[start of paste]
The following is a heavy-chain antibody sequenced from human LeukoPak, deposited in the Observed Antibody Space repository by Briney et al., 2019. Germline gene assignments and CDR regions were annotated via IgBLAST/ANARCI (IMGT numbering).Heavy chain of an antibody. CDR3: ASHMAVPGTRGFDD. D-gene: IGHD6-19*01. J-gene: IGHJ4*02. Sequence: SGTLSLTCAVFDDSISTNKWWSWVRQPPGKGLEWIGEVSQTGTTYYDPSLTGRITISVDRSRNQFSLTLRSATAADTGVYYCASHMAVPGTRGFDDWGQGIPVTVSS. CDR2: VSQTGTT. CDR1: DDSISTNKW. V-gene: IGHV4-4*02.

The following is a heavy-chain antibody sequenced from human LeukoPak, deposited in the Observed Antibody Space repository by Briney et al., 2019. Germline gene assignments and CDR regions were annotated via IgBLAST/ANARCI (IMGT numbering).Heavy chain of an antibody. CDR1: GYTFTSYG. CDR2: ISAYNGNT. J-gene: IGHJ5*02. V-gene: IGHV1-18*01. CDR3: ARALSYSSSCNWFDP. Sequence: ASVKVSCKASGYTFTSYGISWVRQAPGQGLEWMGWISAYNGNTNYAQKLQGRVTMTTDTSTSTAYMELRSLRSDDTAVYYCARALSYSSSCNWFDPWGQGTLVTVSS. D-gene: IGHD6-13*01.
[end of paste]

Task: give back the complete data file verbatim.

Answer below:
The following is a heavy-chain antibody sequenced from human LeukoPak, deposited in the Observed Antibody Space repository by Briney et al., 2019. Germline gene assignments and CDR regions were annotated via IgBLAST/ANARCI (IMGT numbering).Heavy chain of an antibody. CDR3: ASHMAVPGTRGFDD. D-gene: IGHD6-19*01. J-gene: IGHJ4*02. Sequence: SGTLSLTCAVFDDSISTNKWWSWVRQPPGKGLEWIGEVSQTGTTYYDPSLTGRITISVDRSRNQFSLTLRSATAADTGVYYCASHMAVPGTRGFDDWGQGIPVTVSS. CDR2: VSQTGTT. CDR1: DDSISTNKW. V-gene: IGHV4-4*02.

The following is a heavy-chain antibody sequenced from human LeukoPak, deposited in the Observed Antibody Space repository by Briney et al., 2019. Germline gene assignments and CDR regions were annotated via IgBLAST/ANARCI (IMGT numbering).Heavy chain of an antibody. CDR1: GYTFTSYG. CDR2: ISAYNGNT. J-gene: IGHJ5*02. V-gene: IGHV1-18*01. CDR3: ARALSYSSSCNWFDP. Sequence: ASVKVSCKASGYTFTSYGISWVRQAPGQGLEWMGWISAYNGNTNYAQKLQGRVTMTTDTSTSTAYMELRSLRSDDTAVYYCARALSYSSSCNWFDPWGQGTLVTVSS. D-gene: IGHD6-13*01.